What’s so special about the Col du Tourmalet?

After our little taste of the Pyrenees in the Ariége region, we finally moved to the real stuff.

Col du Tourmalet was one of THE highlights I had been looking forward to climb throughout the trip and with our move to Arreau, this mountain got into reachable distance. We initially had planned to base ourselves in Bagneres-de-Luchon but after a look in the map we realised that Arreau gave us the all directions riding option without having to move our home. This is always a bonus when you are able to retire in the shade of your awning after a few hours of intensive climbing, cold beer in hand, and not having to drive 100km for the next day’s start of the ride!

By bypassing Luchon we missed out on a couple of “smaller” Tour de France climbs such as the Col des Ares and Col de Portet d’Aspet but Arreau turned out an almost ideal base for three nights and three memorable rides and uncountable, unforgettable moments in the company of an equally cycling-fanatic Dutch family. How is it that with some people you just click from the moment you say Hi?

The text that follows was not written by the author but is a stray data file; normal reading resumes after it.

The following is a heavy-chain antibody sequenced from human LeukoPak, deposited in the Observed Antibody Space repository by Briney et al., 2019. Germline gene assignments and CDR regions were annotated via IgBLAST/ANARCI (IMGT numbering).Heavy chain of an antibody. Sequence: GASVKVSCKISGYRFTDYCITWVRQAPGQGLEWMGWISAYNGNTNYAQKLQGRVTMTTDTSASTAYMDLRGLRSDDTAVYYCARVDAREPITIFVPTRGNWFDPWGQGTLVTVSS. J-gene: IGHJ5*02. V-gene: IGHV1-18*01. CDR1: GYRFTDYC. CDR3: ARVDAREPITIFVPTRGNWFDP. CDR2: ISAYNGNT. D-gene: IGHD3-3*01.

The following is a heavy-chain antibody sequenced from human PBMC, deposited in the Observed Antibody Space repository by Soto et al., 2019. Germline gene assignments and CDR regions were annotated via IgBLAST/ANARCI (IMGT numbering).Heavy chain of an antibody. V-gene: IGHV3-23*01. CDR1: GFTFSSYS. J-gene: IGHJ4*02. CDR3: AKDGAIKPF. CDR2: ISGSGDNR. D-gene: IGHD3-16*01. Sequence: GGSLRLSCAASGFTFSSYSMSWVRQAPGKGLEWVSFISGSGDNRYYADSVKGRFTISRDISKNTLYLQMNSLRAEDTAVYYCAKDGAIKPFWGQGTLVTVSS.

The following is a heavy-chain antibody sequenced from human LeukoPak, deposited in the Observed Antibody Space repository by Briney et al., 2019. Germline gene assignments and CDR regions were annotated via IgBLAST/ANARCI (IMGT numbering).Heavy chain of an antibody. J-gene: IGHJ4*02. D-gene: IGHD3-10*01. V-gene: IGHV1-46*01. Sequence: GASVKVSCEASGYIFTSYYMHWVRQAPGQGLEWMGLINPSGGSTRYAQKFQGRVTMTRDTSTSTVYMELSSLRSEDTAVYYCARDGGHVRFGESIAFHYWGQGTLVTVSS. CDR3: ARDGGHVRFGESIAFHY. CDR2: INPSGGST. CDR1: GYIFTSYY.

Col de Peyresourde and Peyregudes 

Our first ride from Arreau – no, it was still not the Tourmalet – took us to Bagneres-de-Luchon over the Col de Peyresourde. The Col du Tourmalet ride from Arreau was going to be a long ride with approximately 90 km over the Col d’Aspin, down to Campan and then the ascent from the Eastern side, effectively making it a three Col ride.

It had drizzled throughout the night and morning so we decided that a shorter 60km ride to Luchon was the better option for our first afternoon. Plus, the weather forecast for the following day promised clear blue skies, something we desired for the famous and spectacular Tourmalet views.

The “Luchon” side

Col de Peyresourde featured in this year’s Tour de France and there was plenty of chalk and paint evidence on the roads. I noticed an increase of Basque names now that we were in the pyrenees, and a certain The Boss Eddie should be proud of the strong support he receives from his Norwegians fans.

We basically rode the final climb of the Queen stage that saw the Pros start in Pau, climb the Col d’Aubisque, Col de Tourmalet, Col d’Aspin and finish the day with the climb up the Col de Peyresourde to finish in Luchon. This was also the over 190 km long course of L’Etape du Tour – Acte 2 and having ridden pretty much the entire stage in parts spread over several days, one or two mountains at a time, I think this L’Etape would have been a huge challenge.